To celebrate World Environment Day on Monday, 5 June, over 60 students in Year 1 at Matthew Flinders Anglican College’s Primary School on the Sunshine Coast are delighted to be playing a role in caring for the environment.
Last week, the students planted native grass and flowering plants in the Outdoor Classroom to help prevent erosion in the creek bed and feed wildlife, such as birds and native bees.
Students planted under the expert guidance of Mr Trevor Morrison, Community Engagement and Education Officer at ECOllaborations, a Sunshine Coast company who deliver environmental sustainability projects and educate students and community groups about how to be socially responsible and show respect for the environment.
The planting day was the culmination of the students’ I-care academic learning unit studied throughout Term 2.
I-care and i-Impact are bespoke curriculum programs at Flinders Primary School which empower students to use design thinking to empathise, ideate and prototype innovative solutions to cultural, social and environmental issues.
The Year 1 students were challenged to investigate the Outdoor Classroom and surrounding environment, including the creek that runs through the area, to consider the effect of flooding over the past two years.
Flinders’ Year 1 Teacher Mrs Sally Avakian said, “Students discovered the creek bank needed protecting from erosion and agreed they wanted to care for this area.
“They learned that native grasses and plants with strong root systems would help combat this problem,” she said.
“Trevor from ECOllaborations visited to guide the students through the planting project and explore the impacts of soil regeneration to support the natural environment.
“As custodians of the Outdoor Classroom learning area, the Year 1s are looking forward to caring for this space and seeing the impact of these native plants.”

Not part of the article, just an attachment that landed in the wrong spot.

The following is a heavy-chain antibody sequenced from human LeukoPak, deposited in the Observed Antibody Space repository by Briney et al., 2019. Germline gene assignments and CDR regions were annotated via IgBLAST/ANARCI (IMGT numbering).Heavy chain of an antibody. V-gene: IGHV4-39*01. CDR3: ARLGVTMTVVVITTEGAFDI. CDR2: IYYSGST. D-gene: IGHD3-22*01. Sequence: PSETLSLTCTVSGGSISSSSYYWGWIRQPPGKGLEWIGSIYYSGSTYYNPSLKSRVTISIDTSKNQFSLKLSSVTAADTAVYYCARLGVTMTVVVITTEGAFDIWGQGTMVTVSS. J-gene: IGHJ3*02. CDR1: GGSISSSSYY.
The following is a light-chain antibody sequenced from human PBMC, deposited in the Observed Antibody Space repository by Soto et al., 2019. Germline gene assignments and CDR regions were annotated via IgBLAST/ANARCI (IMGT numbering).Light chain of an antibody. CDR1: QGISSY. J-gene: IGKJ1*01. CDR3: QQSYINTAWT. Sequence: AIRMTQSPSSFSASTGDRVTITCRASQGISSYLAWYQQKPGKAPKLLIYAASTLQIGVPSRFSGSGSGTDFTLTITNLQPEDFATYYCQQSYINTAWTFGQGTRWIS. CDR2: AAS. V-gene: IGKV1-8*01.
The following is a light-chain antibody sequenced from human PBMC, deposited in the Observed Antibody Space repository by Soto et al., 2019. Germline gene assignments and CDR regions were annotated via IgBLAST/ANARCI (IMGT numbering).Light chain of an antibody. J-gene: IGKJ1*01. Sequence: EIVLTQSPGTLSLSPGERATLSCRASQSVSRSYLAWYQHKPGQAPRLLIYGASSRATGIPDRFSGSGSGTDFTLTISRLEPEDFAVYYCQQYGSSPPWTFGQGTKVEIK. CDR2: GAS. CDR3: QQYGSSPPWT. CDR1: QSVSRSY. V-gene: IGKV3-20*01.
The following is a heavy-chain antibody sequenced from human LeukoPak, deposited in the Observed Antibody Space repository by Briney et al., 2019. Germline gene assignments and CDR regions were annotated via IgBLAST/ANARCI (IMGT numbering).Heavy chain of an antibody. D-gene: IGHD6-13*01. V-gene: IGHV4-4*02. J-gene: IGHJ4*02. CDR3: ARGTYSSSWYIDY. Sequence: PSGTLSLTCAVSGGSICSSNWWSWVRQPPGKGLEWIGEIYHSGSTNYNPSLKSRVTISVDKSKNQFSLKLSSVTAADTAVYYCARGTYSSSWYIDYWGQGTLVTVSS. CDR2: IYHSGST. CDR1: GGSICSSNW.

Trevor said, “The students at Flinders are wonderful young custodians of the environment and share an enthusiasm for protecting their local creek.
“I was very impressed with the range of existing knowledge about plants and root systems and they put this into action with such a positive spirit,” he said.
“The students were eager to show me that they could safely take out a plant and put it into the soil without damaging the roots.
“Hopefully, they will get to see their young plants grow into mature trees during their schooling at Flinders, symbolising their own learning journey as they get older too.”
What the students say:
Some of our Year 1 students shared their learnings from the planting day:
"I feel I'm helping our Earth and getting us more oxygen for the future. We are protecting our creek from floods when the water gets in the soil and washes away." - Sreemanth
"I felt happy doing the planting because it will help stop the creek from flooding and the roots will stop erosion" - Grace
"Trevor taught us how to gently pull the plants out of the pots because we didn't want the roots to break. They are important." - Rachel
Learning in the Flinders Primary School
Flinders’ I-care and i-Impact programs encourage a spirit of entrepreneurialism and social justice so that students can make a positive impact in the world.
Through these projects, students build their character and are involved in experiential learning.
This approach supports Flinders' commitment as a Round Square school.
Round Square schools are an international network of 230 like-minded schools who commit to learning through six IDEALS – International Understanding, Democracy, Environmental Stewardship, Adventure, Leadership and Service.
To learn more about learning in the Flinders Primary School, go to https://www.mfac.edu.au/learning/primary-school/
To learn more about World Environment Day, visit https://www.worldenvironmentday.global/